I recently finished reading two books that had been on my list for a while - The Light in the Piazza and Into Thin Air.
The Light in the Piazza is by Elizabeth Spencer, a Mississippi writer. (Spencer has a great Web site, by the way. You can check it out by clicking here.) I'd been meaning to read it ever since the Broadway show based on this short novella won so many Tony Awards a few years back. Plus, when I read Joyce Carol Oates' When Madeline Was Young (which I thought was pretty good), she noted that she'd been inspired by Spencer's short work about a woman and her daughter traveling abroad.
The novella tells the story of Margaret Johnson, an attractive, wealthy American traveling in Italy with her beautiful daughter Clara. Due to an unfortunate childhood accident, Clara (now 26), has the mental capacity of a 10-year-old. During their stay in Florence, Clara meets Fabriccio, a handsome young Italian man. Fabriccio immediately begins courting the young woman despite Margaret's protests.
Soon, Margaret finds herself meeting the boy's family, who are clearly interested in making a match between their son and the beautiful young American girl. At first, Margaret tries to tell the family about Clara's condition (which has gone unnoticed by anyone thus far, due to the language barrier). However, as the courtship continues, Margaret begins to allow herself to dream of Clara's wedding, her life in Italy, etc.
People have, apparently, often compared this book to the work of Henry James. Having not read James in a loooong time, the only real comparison that strikes me is that James also wrote of Americans traveling abroad in Europe, feeling somehow "outside" of the entrenched customs and way of life there, feeling as though their "Americanism" was their defining trait among Europe's social strata.
Regardless, Spencer's book is beautiful, thoughtful, and interesting to read. She plumbs the depths of Margaret Johnson without malice, showing the reader Margaret's hopes for Clara, but also her dreams for herself (long forgotten since Clara's time-consuming condition came about). Still attractive and vibrant, Margaret wonders how Clara's absence will change her relationship with her husband, etc.
Clara herself if presented as more of a pretty blank page; Spencer does not attempt to unravel her mind (such as it is) to us, but she does emphasize Clara's fondness for Fabriccio and her willingness/desire to marry him.
This is a short, worthwhile read. As I've mentioned before, New Stage Theatre in Jackson will produce The Light in the Piazza this season. Don't miss it!
Ok, next I read Into Thin Air. Yikes. This is a true account of a fatal expedition to the summit of Mount Everest in 1996. Jon Krakauer, a journalist and hobby mountaineer, went with a group of climbers on their quest for the summit in order to document the effort for an American publication. Due to bad weather, some poor choices, and competition between summit guide companies, four of the five teammates in his climbing group never made it back down the mountain. The book seems to be a way for Krakauer to purge some of the demons that have plagued him since Everest, but also a tangible way to factually account for how disaster struck the expedition. Krakauer takes great pains throughout the book to honor the memory of those climbers who perished during the descent.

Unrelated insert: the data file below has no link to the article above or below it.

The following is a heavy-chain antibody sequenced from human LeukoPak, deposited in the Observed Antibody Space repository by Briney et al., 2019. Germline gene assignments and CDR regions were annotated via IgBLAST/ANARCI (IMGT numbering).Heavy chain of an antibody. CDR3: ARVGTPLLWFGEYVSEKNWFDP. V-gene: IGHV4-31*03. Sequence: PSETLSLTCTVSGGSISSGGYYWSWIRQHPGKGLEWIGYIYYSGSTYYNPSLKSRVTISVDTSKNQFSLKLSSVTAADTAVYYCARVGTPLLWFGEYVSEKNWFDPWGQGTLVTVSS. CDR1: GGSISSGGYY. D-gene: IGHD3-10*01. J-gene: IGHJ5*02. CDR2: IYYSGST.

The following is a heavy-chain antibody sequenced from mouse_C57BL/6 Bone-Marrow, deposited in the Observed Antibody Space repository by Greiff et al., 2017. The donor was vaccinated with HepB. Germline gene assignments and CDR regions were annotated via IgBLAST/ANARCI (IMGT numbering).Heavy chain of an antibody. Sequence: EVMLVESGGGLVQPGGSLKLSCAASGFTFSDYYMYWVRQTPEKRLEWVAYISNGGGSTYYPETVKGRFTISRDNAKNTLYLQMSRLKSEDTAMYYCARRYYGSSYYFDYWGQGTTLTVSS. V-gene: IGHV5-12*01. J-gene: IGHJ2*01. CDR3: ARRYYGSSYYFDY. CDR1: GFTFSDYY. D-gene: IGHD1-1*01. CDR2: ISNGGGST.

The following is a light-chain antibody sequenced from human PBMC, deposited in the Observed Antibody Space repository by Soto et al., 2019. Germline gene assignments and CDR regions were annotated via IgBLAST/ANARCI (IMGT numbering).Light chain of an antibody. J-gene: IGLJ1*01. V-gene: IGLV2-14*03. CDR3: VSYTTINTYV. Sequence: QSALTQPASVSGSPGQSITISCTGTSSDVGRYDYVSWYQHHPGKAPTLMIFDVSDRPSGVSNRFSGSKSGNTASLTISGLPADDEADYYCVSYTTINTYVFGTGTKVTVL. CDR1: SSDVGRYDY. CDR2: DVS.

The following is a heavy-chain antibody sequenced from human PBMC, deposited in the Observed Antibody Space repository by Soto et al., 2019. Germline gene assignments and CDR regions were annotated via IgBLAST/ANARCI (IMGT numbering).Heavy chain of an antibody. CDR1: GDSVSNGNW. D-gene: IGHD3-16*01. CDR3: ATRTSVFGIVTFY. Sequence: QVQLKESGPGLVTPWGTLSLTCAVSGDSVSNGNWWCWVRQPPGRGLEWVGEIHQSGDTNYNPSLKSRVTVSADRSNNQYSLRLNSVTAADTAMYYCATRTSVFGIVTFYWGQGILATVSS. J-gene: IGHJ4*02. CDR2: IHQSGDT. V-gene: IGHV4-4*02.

I learned so much from this book. I never understood how risky climbing such a high peak was - the freezing cold, the unbelievably thin air, the tiny ridges which must be navigated, the crazy interdependence you must share with the other climbers on the mountain. Without bottled oxygen, most climbers would never make it to the top and back. The incredible lack of oxygen at high altitudes causes swelling in the brain, leads to fluid seepage into the lungs, etc. Combined with the freezing cold and the probability of bad weather, it's a miracle that anyone makes it up the mountain and back down in reasonably good health. The more I read this book, the more I understood how truly crazy you have to be to undertake climbing Everest.
I also found the commercialization of climbing Everest utterly mesmerizing. Experienced guides can charge clients $70,000 a pop to guide them to the summit, and competition among guides for business is cutthroat. So, in some cases, you may see guides who are taking risks to get clients to the summit because they've anted up the money AND because guides want a high success rate of getting clients to the top. (A success rate they can later emphasize in order to drum up new business.) This would all be capitalism as usual, of course, if getting to the top of the mountain wasn't such a risk of life and limb. Krakauer mentions on more than one occasion that one could frequently see corpses on one's way up (or down) the mountain, a sad fact of how dangerous the endeavor can be.
Although this book isn't a pleasure to read, the story is gripping and true. Krakauer goes to great pains to demonstrate the veracity of his account, with footnotes and a lengthy response to those who have criticized his documentation of events. At heart, the man is a journalist, and he fact-checks via exhaustive interviews with other climbers on the mountain and cites from interviews individuals have granted to other outlets to bolster his account.
I found it a fascinating tale of one of the deadliest seasons the mountain has ever seen. Not to be missed.